It was Fernandez’s first game as leadoff hitter for the Padres, a spot for which he volunteered to help resuscitate the offense. Yet nothing helped Friday, and the Padres hope Bip Roberts will help take them off their life-support system with his expected return tonight.

“Well, if nothing else,” Riddoch said, “at least we utilized our hits.”

The Padres, in danger of being no-hit until Darrin Jackson’s solo homer with two out in the fifth inning, scored their second run on Templeton’s error and got their final run on Santiago’s solo homer in the seventh. That extended the Padres’ streak to 12 consecutive homers without a man on base. They have not had a homer with anyone aboard since June 26 when Fred McGriff hit a two-run homer against Scott Scudder of the Cincinnati Reds.

Considering the deterioration of the Padres’ pitching, they were thankful they had healthy bodies by the time the game ended. It was as if there was a curse on whoever took the mound wearing a Padre uniform once Ed Whitson was scratched. Whitson now appears on his way for surgery next week.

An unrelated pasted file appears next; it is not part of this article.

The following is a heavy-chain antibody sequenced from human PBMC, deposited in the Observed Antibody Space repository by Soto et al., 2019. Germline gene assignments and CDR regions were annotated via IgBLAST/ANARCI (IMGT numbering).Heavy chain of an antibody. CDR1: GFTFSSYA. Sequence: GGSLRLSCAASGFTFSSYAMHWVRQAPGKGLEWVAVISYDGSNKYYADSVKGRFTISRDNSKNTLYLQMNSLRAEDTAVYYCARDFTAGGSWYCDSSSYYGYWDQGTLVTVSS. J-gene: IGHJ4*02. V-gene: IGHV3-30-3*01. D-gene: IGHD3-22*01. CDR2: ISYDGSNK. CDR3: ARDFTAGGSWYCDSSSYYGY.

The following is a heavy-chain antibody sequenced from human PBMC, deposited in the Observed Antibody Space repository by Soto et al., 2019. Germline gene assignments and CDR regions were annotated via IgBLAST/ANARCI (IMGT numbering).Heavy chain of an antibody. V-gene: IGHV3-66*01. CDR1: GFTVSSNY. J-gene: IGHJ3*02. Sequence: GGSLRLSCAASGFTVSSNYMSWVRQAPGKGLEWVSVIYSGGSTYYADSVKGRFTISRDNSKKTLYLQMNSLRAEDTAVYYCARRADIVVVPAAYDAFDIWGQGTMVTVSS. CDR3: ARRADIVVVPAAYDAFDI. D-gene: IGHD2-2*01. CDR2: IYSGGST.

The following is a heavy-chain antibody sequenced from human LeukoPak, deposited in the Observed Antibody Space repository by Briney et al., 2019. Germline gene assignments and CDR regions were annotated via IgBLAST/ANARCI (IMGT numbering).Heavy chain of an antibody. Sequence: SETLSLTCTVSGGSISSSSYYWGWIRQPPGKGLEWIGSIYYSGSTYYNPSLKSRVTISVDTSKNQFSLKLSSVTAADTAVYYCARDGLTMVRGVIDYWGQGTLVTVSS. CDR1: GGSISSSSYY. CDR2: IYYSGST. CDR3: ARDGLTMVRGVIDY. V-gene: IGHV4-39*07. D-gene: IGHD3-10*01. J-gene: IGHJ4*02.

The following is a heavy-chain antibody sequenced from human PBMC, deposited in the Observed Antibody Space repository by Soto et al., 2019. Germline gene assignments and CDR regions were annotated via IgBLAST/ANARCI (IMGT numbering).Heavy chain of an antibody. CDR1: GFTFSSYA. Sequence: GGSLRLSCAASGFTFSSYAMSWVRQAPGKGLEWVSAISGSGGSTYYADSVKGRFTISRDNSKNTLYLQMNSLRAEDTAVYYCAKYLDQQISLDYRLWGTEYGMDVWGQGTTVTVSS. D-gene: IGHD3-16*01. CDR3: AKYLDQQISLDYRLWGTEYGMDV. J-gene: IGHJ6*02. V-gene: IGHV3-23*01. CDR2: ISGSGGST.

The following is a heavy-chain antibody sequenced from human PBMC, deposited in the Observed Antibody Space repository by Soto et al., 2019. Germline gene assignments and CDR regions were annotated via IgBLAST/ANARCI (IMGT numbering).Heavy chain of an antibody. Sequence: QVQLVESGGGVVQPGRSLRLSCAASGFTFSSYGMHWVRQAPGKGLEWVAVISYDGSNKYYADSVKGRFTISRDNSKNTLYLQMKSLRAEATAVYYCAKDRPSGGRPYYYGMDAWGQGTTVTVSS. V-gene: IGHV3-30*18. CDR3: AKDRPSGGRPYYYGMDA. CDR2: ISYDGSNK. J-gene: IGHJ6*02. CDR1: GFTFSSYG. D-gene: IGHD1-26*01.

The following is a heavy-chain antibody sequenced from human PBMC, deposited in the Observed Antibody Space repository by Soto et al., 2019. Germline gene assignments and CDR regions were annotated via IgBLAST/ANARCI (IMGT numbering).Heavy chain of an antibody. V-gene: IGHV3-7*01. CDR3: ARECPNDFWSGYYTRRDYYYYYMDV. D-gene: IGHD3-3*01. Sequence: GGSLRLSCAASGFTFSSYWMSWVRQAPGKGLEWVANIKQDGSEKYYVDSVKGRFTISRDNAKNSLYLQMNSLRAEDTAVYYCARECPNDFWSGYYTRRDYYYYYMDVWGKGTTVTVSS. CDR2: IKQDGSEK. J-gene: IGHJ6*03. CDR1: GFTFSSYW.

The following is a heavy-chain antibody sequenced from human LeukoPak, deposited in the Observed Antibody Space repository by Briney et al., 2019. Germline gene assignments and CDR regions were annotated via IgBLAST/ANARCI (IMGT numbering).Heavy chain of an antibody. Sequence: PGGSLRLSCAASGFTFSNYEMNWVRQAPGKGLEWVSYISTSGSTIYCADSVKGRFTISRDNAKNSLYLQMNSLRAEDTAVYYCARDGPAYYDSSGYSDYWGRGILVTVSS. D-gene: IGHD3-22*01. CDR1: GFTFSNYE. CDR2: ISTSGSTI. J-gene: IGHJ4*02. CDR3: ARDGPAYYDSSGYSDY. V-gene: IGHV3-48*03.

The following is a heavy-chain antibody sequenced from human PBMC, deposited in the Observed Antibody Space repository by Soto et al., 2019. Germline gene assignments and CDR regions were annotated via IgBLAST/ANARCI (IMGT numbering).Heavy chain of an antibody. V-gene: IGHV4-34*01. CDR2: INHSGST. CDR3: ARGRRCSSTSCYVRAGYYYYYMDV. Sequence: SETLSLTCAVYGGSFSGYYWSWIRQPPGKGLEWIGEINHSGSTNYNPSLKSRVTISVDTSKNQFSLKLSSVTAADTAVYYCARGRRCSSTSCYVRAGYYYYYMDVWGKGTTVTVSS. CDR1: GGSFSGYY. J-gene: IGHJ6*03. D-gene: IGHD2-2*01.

Adam Peterson started the game, but he gave up four runs and four hits before being removed in the fourth with a muscle strain in his lower back.

“It just never got loosened up,” Peterson said. “But with the way everything else has been going, I didn’t want to hurt that, too.”

It was Rich Rodriguez’s turn next. He pitched 1 1/3 innings, but just before his stint ended Dave Magadan hit a sharp bouncer that caromed off his left knee and ricocheted off his right ring finger. Rodriguez pitched to one more batter, and he, too, left the game.

“I was trying to kick-save it,” Rodriguez said. “The grass is so slick, I didn’t have a chance.”

Mike Maddux survived an inning without experiencing a bit of pain. But next was John Costello, who took a red-eye flight from Las Vegas to join the team and still had not slept when he arrived at the ballpark. He might not be sleeping too soundly after Friday’s outing either.

Costello was pounded for two runs, three hits--including a towering home run by Howard Johnson--during his two-inning stint, ending any illusions of a Padre comeback.

“What’s next?” Riddoch said.